Growing up, the one piece of movie magic I was most obsessed with was the art of taking miniature props and somehow passing them off as the real thing on the big screen. It boggled my mind how a tiny little car or an entire town could be filmed in a way that made it look real, and as technology evolved -- with filmmakers turning away from miniatures and practical effects, and more towards computer-generated imagery -- it saddened entire generations of movie nerds who grew up dorking out over behind-the-scenes images and documentaries that explored that particular process in great length.
So how do they take a small car and make it look big and real? Well, the process involves combining scale models and high-speed photography so that certain effects appear real. Here's a more detailed description via Wikipedia:
"Where a miniature appears in the foreground of a shot, this is often very close to the camera lens — for example when matte painted backgrounds are used. Since the exposure is set to the object being filmed so the actors appear well lit, the miniature must be over-lit in order to balance the exposure and eliminate any depth of field differences that would otherwise be visible. This foreground miniature usage is referred to as forced perspective. Another form of miniature effect uses stop motion animation.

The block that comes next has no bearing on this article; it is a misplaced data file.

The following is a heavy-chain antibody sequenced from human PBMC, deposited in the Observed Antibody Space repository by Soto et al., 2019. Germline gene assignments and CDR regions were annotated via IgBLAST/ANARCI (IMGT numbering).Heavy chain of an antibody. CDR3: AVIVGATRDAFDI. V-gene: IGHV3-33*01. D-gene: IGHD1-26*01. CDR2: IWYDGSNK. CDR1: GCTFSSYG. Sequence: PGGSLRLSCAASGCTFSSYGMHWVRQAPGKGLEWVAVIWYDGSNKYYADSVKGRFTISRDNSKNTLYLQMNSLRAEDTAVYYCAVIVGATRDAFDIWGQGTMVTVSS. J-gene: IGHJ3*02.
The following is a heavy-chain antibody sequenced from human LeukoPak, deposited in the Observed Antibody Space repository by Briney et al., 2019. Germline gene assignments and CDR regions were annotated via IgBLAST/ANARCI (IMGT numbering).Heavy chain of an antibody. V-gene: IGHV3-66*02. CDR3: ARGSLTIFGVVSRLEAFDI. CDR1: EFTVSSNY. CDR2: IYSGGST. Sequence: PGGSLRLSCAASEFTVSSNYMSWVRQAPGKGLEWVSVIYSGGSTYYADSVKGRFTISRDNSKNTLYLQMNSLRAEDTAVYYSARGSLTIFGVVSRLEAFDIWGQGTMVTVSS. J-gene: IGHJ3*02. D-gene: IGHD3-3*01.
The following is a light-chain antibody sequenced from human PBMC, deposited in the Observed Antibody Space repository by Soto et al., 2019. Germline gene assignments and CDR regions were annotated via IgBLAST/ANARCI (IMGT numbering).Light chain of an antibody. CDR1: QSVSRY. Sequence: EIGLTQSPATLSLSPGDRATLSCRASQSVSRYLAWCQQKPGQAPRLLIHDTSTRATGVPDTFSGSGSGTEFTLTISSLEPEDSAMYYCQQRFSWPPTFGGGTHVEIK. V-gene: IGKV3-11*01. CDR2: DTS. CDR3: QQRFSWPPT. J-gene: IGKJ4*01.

These days we don't see many filmmakers working with miniatures, but the process hasn't died out yet. What began in 1902 with the Georges Méliès film A Trip to the Moon is still used on some very well-known blockbusters, like Peter Jackson's Lord of the Rings trilogy, Casino Royale, Titanic and even The Dark Knight.
One of the scenes Christopher Nolan used miniatures for in The Dark Knight was the elaborate chase scene featuring an armored truck, police cars and Batman's tumbler. Below you can watch the scene in full, and then click through a gallery of some really cool behind-the-scenes images featuring the various miniatures they used to create the scene. Note the miniature school bus sticking out of the wall in that last shot. You Bat nerds probably know what scene that's referencing...
Here's the scene in question. See if you can spot where the miniatures were used.
Check out the images below...